Type of reporting
As described in one of our other blogs, not every DSP has the same calculation model for royalties. There are basically two different models: the pro rata model and the user-centric model.
Pro rata model in short: income from streams is accumulated and paid out pro rata to all rights holders.
User-centric model: the royalty rate is based on the listening time of individual users; how many tracks a user streams and how many times. If, for example, a user would only listen to 1 track, his or her whole monthly fee would be paid out to that one rightsholder. In the user-centric model, the fan has a high level of influence on who royalties are being paid out.
Deezer is one of the DSPs that has a user-centric model. Several record companies and collecting agencies have been involved in improving these systems.
Time of year
Besides certain seasonal discounts on subscriptions, free tiers have the biggest impact on fluctuating royalty rates per time of year. Take the summer holidays as an example. The ratio between paid and free users of streaming services is different during a summer holiday. Students (who in general account for a large part of free subscriptions) leave campus and spend less time behind their desks generating less revenue on the Apple Music Student tier. Desk research shows that students spend fewer hours on music streaming services during summer break. This affects the ratio of streams generated. The same more or less applies for the holiday season and January; gift cards are the perfect Christmas present and contribute to more revenue in January, which also changes the free / paid streams ratio for s short period of time.
Not only is the number of streams from paid subscriptions slightly higher, but advertisers also pay less for advertising space at times when they reach a lower percentage of their target group.
Contracts between labels, distributors and artists
A side note: this does not affect the payouts from the list above but it is of big importance to artists.
Record companies sign deals with artists, distributors or aggregators. At each level of the supply chain, a percentage of money is spent on that particular company.
Example: an artist signs a deal with a record company for 50% royalties from digital sales. That same record company signs a deal with a distributor to deliver the music to Spotify. The distributor charges 15% to the record label, leaving the artist with a little less as opposed to a direct distribution deal. There really is no better or worse scenario here: each level of the supply chain offers its added value.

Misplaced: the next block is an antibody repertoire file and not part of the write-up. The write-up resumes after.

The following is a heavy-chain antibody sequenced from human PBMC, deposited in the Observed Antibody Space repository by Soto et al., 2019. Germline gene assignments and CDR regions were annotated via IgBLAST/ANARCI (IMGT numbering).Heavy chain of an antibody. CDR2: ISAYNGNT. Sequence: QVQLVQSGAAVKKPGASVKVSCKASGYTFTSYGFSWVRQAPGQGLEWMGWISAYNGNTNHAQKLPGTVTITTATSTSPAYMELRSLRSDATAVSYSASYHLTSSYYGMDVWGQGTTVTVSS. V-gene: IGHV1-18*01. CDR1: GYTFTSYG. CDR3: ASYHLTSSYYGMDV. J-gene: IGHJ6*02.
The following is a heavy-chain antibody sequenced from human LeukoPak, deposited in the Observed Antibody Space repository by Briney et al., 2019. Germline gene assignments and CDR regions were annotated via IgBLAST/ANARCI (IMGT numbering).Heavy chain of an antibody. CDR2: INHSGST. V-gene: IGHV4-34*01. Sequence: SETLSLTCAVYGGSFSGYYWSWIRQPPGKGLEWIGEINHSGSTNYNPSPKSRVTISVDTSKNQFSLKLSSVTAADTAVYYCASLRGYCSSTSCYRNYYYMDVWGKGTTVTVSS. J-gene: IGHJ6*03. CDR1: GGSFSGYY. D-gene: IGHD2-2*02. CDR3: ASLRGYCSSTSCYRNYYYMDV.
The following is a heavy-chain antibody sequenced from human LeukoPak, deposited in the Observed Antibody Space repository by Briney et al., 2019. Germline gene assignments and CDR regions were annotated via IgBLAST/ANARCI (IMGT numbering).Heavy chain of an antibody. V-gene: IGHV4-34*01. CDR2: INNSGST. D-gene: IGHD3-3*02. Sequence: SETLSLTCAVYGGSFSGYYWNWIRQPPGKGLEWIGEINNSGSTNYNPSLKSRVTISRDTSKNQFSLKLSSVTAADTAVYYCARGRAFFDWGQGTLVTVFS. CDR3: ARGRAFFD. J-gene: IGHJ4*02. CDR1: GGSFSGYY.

One famous example is the dispute between US rapper Eminem and Universal Music Group. Universal claimed that the royalty rate in his contract would not apply to digital sales (as the deal was signed well before digital sales even took place).
The difference in ad placements
The type of ads also influences the royalty rates, for free subscriptions of course. Take YouTube Music as an example. YouTube’s royalty rates are very low, but because of Google Ads, they pay huge amounts of royalties per year (in fact, it is estimated that next year royalty payments of YouTube even surpass those of Spotify).
Google Ads is an ads program that offers many types of ad campaigns (display, search, shopping, and in-stream video ads to name a few). These many types of ads, and the fact that there are low entry barriers into this ad-buying market, result in very high ad revenue payouts from YouTube.
Not every music streaming service has the same kind of plans or tiers. For example, Apple Music has Apple Music Students, YouTube has YouTube Music Premium, and Amazon has Amazon Music Unlimited. Some of these plans ensure a higher sound quality, offline listening or CD quality. For example: a new song by Taylor Swift can generate different amounts of revenue on different plans. Music streaming isn’t as straightforward as it seems. Some types of music are also more popular on lossless formats or Dolby Atmos, such as classical music.
Royalty payouts from DSPs are influenced by many factors and change constantly. Important factors include the type of royalty model, place and time of streams, ad placements and sound quality. Even the best music streaming service in the world would find it challenging to create the perfect business model for music streaming.